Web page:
Clinton Gaining Momentum in Head-to-Heads. Time to Panic Yet?
- Hillary Clinton 48%
- Rudy Giuliani 41%
- Hillary Clinton 52%
- Fred Thompson 37%
Republicans may want to try drawing some lessons from the history of Monday Night Football. In the 1970s and early 1980s, Monday Night Football was a dominant force in the TV ratings. Over time it declined. In 2000, ABC executives tried to recapture their past glory by adding comedian/talk-show host Dennis Miller to the broadcast, a move consciously intended to generate some personality-driven controversy they hoped would generate the high ratings that controversial broadcaster Howard Cosell had helped generate in the past.
It didn’t work, though it wasn’t entirely Miller’s fault. The real problem was that the sports-media landscape had changed since MNF‘s zenith. Winning the ratings battle in 1970s meant being the biggest sports broadcast at a time when very little national TV sports coverage was available. By 2000, with a proliferation of cable sports networks making various games from various sports available to viewers almost every night of the year (and also the weird rise of pro wrestling, which draws huge numbers of viewers from the football demographic), it was simply not possible for any non-championship sports broadcast to grab the share of public attention that MNF had in its early days.
The hope that Fred Thompson would transform the Presidential race expressed in some Republican circles earlier this year was the equivalent of ABC executives hoping that Dennis Miller would transform Monday Night Football. (One guess as who takes the role of Howard Cosell in this analogy). The problem for the Republicans right now is not so much that their candidates are fatally flawed, but that they are not succeeding at breaking through into a diverse and cluttered media environment. Grabbing a commanding share of media attention is much more difficult than in past election cycles and conventional means of political messaging just aren’t going to connect with same number of people as they have in the past. The person who really becomes the Reagan for the next generation will be the one who figures out what the political equivalent is to moving the marquee NFL game to Sunday and introducing the flex-schedule. (Does Newt Gingrich, via his American Solutions program, have a leg up on this for 2012, perhaps?).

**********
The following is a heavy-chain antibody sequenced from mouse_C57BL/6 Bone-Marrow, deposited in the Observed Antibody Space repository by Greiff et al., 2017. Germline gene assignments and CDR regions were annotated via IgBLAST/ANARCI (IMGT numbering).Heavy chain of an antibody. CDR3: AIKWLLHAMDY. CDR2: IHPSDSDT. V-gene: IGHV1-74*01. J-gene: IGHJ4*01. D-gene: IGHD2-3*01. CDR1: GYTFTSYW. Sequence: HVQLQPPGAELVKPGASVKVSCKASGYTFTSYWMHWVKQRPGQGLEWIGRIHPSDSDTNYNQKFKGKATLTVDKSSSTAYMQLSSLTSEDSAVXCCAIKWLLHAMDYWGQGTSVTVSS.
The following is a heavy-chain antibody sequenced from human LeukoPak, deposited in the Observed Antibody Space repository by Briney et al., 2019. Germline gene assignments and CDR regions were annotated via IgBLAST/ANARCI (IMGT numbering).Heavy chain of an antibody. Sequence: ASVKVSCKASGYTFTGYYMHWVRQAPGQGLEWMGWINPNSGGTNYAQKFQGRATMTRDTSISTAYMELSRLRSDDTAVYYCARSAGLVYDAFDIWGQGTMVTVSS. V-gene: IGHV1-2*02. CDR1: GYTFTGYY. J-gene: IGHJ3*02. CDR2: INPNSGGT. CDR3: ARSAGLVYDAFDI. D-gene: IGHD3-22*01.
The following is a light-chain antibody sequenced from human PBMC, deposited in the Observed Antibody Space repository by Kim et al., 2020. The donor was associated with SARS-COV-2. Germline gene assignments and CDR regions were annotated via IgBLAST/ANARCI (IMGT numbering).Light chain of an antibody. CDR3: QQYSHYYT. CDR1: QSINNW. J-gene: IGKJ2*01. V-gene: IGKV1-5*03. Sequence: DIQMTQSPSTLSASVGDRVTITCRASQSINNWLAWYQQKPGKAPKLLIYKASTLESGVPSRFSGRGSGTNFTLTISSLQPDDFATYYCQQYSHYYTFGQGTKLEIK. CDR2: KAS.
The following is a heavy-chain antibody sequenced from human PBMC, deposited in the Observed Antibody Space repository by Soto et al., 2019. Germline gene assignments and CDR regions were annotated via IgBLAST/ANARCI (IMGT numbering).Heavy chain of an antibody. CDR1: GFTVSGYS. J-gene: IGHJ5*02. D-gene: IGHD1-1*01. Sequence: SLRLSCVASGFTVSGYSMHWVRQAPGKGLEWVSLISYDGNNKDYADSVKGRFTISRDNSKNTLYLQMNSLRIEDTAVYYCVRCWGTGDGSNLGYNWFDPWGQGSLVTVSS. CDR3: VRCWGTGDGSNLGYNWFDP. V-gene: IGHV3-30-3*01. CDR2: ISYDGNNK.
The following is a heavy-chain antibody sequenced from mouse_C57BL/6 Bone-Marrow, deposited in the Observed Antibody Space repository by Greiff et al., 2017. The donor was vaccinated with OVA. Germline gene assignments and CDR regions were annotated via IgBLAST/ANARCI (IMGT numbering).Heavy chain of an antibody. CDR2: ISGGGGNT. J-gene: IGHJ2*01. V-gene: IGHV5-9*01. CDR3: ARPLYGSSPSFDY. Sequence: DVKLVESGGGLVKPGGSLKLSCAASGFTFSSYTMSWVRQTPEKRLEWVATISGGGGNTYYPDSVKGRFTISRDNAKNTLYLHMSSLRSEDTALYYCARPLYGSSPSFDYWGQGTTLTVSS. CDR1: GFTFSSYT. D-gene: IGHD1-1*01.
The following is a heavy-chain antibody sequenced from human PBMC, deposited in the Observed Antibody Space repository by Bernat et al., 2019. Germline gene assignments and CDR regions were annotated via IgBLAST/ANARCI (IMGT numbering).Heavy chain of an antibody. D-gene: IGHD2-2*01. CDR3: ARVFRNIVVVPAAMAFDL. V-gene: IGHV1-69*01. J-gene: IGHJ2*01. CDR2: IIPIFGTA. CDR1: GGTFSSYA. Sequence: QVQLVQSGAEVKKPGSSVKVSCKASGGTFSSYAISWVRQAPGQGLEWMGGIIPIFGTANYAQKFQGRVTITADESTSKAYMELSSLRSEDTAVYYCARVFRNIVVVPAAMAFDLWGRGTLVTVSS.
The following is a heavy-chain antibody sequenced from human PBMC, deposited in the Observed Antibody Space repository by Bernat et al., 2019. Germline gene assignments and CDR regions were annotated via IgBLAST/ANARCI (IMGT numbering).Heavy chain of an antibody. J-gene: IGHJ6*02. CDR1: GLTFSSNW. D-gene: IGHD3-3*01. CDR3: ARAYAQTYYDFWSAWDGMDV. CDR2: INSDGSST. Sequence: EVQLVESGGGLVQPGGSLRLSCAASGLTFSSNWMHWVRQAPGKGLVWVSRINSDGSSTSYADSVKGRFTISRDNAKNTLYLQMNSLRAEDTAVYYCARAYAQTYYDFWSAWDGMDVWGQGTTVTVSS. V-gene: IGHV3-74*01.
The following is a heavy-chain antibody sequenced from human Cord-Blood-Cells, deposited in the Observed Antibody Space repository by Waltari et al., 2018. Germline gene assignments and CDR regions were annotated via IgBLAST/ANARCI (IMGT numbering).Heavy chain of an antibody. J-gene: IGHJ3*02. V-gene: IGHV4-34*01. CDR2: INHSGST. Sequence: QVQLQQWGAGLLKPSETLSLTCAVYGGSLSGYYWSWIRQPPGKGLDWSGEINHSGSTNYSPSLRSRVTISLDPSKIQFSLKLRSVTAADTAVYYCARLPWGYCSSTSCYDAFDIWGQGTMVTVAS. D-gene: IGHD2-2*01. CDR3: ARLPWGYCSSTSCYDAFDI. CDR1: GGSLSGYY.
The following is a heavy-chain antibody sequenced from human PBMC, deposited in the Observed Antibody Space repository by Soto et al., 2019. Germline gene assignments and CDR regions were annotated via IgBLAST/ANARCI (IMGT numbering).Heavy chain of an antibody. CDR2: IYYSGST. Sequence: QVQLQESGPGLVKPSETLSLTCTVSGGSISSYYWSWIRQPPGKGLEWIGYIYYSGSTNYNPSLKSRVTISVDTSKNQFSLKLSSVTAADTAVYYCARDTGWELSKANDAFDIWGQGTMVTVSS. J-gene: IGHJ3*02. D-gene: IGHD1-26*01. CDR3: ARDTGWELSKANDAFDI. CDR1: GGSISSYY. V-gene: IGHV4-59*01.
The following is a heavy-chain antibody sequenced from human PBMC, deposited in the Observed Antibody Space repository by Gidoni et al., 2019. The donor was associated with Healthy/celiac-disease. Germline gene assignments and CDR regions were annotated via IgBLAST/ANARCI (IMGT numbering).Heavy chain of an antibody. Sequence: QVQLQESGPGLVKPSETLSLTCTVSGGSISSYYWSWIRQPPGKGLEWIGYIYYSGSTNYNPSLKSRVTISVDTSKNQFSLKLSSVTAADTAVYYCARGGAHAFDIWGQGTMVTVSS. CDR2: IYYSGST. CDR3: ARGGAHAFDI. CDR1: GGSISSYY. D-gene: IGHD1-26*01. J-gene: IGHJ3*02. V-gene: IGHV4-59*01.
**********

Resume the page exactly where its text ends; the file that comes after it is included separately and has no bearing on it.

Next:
One last note on the Rasmussen results: they also conducted a recent poll on impressions that Democrat voters have about their candidates. The results support the analysis I offered last week of Barack Obama’s stall…
40% of Democratic voters see Obama as politically liberal while only 29% hold that view of Clinton. Fifty-one percent (51%) see Clinton as politically moderate while only 39% hold that view of Obama.Senator Obama has established himself as just-another-liberal, not a unique position to hold in a Democratic field, no longer a particularly exciting alternative to Hillary Clinton or anyone else and, most importantly, unable to create the momentum he would need to overcome the Clinton machine.
These figures reflect quite a change from a month ago. For Clinton, the 29% who consider her politically liberal is down four points from 33% a month ago. For Obama, the 40% who consider him liberal is up nine from September.